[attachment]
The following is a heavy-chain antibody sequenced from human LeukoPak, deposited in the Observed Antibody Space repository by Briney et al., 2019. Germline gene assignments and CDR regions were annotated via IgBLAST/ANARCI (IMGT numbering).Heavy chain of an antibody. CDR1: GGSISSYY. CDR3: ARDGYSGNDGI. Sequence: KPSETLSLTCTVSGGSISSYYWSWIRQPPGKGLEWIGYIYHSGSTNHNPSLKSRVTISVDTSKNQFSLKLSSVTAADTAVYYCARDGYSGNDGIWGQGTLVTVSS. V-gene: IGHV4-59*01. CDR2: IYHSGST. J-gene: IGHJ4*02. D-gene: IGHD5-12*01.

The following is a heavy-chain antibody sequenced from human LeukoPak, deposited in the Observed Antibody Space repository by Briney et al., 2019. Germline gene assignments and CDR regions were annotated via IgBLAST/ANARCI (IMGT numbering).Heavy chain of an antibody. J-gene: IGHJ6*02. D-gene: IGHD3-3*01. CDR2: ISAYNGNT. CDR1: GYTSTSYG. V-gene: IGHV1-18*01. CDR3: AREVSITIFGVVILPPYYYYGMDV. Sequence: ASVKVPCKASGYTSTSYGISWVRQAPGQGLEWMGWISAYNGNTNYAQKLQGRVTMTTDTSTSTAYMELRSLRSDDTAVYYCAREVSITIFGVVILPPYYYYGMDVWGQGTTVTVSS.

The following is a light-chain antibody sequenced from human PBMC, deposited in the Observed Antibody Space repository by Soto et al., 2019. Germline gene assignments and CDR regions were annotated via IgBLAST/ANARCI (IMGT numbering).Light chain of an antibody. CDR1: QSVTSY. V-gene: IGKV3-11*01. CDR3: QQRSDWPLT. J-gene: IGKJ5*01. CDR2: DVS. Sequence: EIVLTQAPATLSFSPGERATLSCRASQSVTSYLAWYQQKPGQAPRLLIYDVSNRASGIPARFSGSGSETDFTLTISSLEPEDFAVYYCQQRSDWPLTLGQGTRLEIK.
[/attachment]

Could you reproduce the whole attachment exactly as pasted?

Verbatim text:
The following is a heavy-chain antibody sequenced from human LeukoPak, deposited in the Observed Antibody Space repository by Briney et al., 2019. Germline gene assignments and CDR regions were annotated via IgBLAST/ANARCI (IMGT numbering).Heavy chain of an antibody. CDR1: GGSISSYY. CDR3: ARDGYSGNDGI. Sequence: KPSETLSLTCTVSGGSISSYYWSWIRQPPGKGLEWIGYIYHSGSTNHNPSLKSRVTISVDTSKNQFSLKLSSVTAADTAVYYCARDGYSGNDGIWGQGTLVTVSS. V-gene: IGHV4-59*01. CDR2: IYHSGST. J-gene: IGHJ4*02. D-gene: IGHD5-12*01.

The following is a heavy-chain antibody sequenced from human LeukoPak, deposited in the Observed Antibody Space repository by Briney et al., 2019. Germline gene assignments and CDR regions were annotated via IgBLAST/ANARCI (IMGT numbering).Heavy chain of an antibody. J-gene: IGHJ6*02. D-gene: IGHD3-3*01. CDR2: ISAYNGNT. CDR1: GYTSTSYG. V-gene: IGHV1-18*01. CDR3: AREVSITIFGVVILPPYYYYGMDV. Sequence: ASVKVPCKASGYTSTSYGISWVRQAPGQGLEWMGWISAYNGNTNYAQKLQGRVTMTTDTSTSTAYMELRSLRSDDTAVYYCAREVSITIFGVVILPPYYYYGMDVWGQGTTVTVSS.

The following is a light-chain antibody sequenced from human PBMC, deposited in the Observed Antibody Space repository by Soto et al., 2019. Germline gene assignments and CDR regions were annotated via IgBLAST/ANARCI (IMGT numbering).Light chain of an antibody. CDR1: QSVTSY. V-gene: IGKV3-11*01. CDR3: QQRSDWPLT. J-gene: IGKJ5*01. CDR2: DVS. Sequence: EIVLTQAPATLSFSPGERATLSCRASQSVTSYLAWYQQKPGQAPRLLIYDVSNRASGIPARFSGSGSETDFTLTISSLEPEDFAVYYCQQRSDWPLTLGQGTRLEIK.